Night Moves: Escalante Cultivates a Moody, Capricious Mystery
Replete with a slew of customary features encountered in a fatalistic film noir, Amat Escalante’s fifth feature, Perdidos en la noche (Lost in the Night), begins with a missing woman and then splinters off into unexpected directions. Part of the film’s intrigue is in how it resists our expectations, embracing Escalante’s penchant for corruption and nihilism but not without a sense of salvation. While the film’s narrative has more in common with Escalante’s Heli (2013) than his extravagantly perverse The Untamed (2016), it’s a genre film with a mind of it’s own, even if it resists a gratifying sense of catharsis. Bold, but lacking any real ambiguities in its dogged condemnation of both the elitist realities of artists and the unethical inevitabilities of law enforcement, the real discomfort exists in the precariousness of seeking justice in a world hellbent on denying it.
In a rural Mexican town, residents are protesting the decision to implement a new mine. On one hand, this could revitalize the area economically and provide locals with jobs. But it would also be detrimental to their health and the environment. At an outdoor town hall of sorts, Paloma (Vicky Araico) leads the charge for those opposed to the mine. Upon leaving the event, she’s hunted down by the police, and along with her cohorts, disappears. Three years later, her eighteen-year-old son Emiliano (Juan Daniel Garcia Trevino) is determined to find evidence his mother was murdered by the police. The mine is now fully operational, and he’s developed a physical tic whenever he’s reminded of it. A chance encounter with a perilously wounded policeman in the hospital gives Emiliano his first real clue, leading him to the estate of Carmen Aldama (Barbara Mori), a popular singer who has relocated to the outskirts of town with her Spanish boyfriend, controversial artist Rigoberto Duplas (Fernando Bonilla). Along with them are her daughters, including Monica (Ester Exposito), a moody, beautiful teenager who’s popular on social media. Emiliano asks for a job on their property, made possible because a local religious group has seen fit to persecute Rigoberto, resulting in various, increasingly troubling happenings, from broken windows to the poisoning of their dogs. Emiliano is determined to find the evidence he needs on the estate, which he suspects also contains the corpse of his dead mother.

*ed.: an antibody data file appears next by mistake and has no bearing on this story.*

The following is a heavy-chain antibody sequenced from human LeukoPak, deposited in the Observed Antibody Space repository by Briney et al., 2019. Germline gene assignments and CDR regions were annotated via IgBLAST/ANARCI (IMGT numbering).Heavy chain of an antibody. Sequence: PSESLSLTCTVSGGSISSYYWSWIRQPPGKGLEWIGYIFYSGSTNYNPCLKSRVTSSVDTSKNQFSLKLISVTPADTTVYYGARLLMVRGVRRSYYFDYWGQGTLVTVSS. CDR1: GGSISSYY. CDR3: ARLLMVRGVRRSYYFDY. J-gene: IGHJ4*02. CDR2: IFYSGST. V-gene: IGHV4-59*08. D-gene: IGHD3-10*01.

DP Adrian Durazo (Robe of Gems, 2022) makes excellent use of the film’s main focal point, an isolated palatial estate jutting out of the landscape like a jagged fortification from a modernist fairy tale. The bits and pieces of installations from Rigoberto speak directly to a sense of cultural decay, where every kind of debauchery can be funneled into a provocative, but ultimately toxic definition of artistry. Early on, Escalante allows a glimpse at one of his influences with Barbara Baranowska’s famous poster art of Zulawski’s Possession (1981), a film highly referenced in The Untamed. There’s nothing quite so out of rational bounds in this storyline, which comes together quickly with its simmering tensions. As Emiliano, Juan Daniel Gracia Trevino is quite alluring, assisted by his girlfriend and older sister (Mayra Hermosillo) in attempting to uncover the truth about their mother’s disappearance.
Unfortunately, Emiliano doesn’t have the keenest abilities as a detective, while the local police chief, Ruben (Jero Medina), not to mention all the local community members, know all about his intentions to locate his mother. And it’s at the point where Emiliano’s jig is up where Lost in the Night begins to rove momentously, dependent upon both the guilt of Rigoberto and the sympathies of Monica in order for the film to reach a semblance of just desserts. But like the adage states, revenge is a dish best served cold, and Escalante brings his sun soaked thriller to a somewhat icy finale. One wishes we had a bit more of the vaguely culpable Carmen, played by the captivating Barbara Mori, as well as the dysfunctional relationship she’s developed with her daughter, whom she saved violently from rape but also appears to be competing with, though in ways she maybe can’t quite articulate yet.
Escalante’s menacing, troubling tone eventually gets tangled up in the crosshairs of a third act flight for survival, leaving behind the tangy telenovela tendencies of the Aldama family. Some third act surprises, which include a beautifully shot climax, might not satisfy those requiring a real sense of retribution, but Escalante utilizes a rectification for two young lovers in the tradition of Paul Schrader, recalling the final moments of American Gigolo (1980) and The Card Counter (2021), where a pane of transparent glass remains the last barrier to be lifted.
Reviewed on May 19th at the 2023 Cannes Film Festival – Cannes Premiere section. 120 Mins.